Editor's note, 8 June 2021: This article was updated after a delay to the project was announced.
NHS Digital succumbed to pressure from health bodies and politicians by delaying its GP Data for Planning and Research (GPDPR) programme pending more effective communication with doctors and patients about the new arrangements for data collection.
The scheme, which was due to start on July 1, has now been pushed back to September 1.
It followed intense lobbying by the Royal College of General Practitioners (RCGP) and the British Medical Association (BMA) who criticised a lack of publicity about the initiative ahead of the June 23 deadline for patients in England to opt out if they wished.
Both bodies were concerned that a poorly understood scheme could undermine patient trust in doctors.
NHS Digital planned to start collecting data next month from GP medical records which it said would be used to help the NHS improve and shape future health and care services.
NHS Digital said GP data would undergo a process known as 'pseudonymisation', which means that information would be coded to prevent individuals being identified without a key that links the data to the patient.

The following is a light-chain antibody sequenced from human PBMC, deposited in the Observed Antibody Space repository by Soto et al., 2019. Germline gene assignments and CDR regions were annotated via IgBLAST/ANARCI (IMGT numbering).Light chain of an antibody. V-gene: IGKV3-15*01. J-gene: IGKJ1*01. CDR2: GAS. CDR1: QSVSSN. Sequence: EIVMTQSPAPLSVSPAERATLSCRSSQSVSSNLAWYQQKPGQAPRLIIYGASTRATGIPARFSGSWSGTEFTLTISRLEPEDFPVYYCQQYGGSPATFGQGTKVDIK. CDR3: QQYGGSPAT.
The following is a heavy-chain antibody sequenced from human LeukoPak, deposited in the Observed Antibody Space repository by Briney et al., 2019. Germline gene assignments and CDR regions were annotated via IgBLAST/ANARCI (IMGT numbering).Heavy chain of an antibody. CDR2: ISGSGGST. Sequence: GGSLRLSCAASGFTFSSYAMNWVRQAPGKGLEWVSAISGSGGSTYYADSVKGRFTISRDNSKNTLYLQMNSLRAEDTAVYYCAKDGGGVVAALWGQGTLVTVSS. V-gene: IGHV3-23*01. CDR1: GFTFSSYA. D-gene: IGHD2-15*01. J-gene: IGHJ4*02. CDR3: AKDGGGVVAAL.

However, Labour called for implementation to be delayed because of concerns around privacy.
The Shadow Minister for Public Health and Primary Care, Alex Norris, wrote to England's Health Secretary, Matt Hancock, this week saying: "For these plans to be effective, and confidence in their doctors and the wider NHS to be maintained, it is vital that patients whose data will be shared have a clear understanding of this process."
Announcing the delay on Tuesday, Simon Bolton, CEO of NHS Digital, said they were "absolutely determined to take people with us on this mission", and that "we take our responsibility to safeguard the data we hold incredibly seriously".
Mr Bolton promised to "use the next 2 months to speak with patients, doctors, health charities, and others to strengthen the plan even further".
Questioned about the GPDPR programme in the Commons by Robert Largan (Con, High Peak), junior Health Minister Jo Churchill said: "Data saves lives. It's as simple as that. We've seen that in the pandemic. It's one of the lessons of the vaccine roll-out."
However, she pledged to "build a trusted research environment and ensure that data is accessed securely".
Commenting on the decision to delay, the BMA tweeted that it would "allow for better public engagement" and was "good news for patients".
The RCGP said on Twitter that the delay should be used to "properly communicate with the public so patients and GPs understand and trust the programme".
The GPDPR programme would be a replacement for the General Practice Extraction Service (GPES), which has operated for more than 10 years.
Patients can prevent their data being shared outside a GP practice by choosing a Type 1 opt-out, which requires them to file a form by the cut-off date.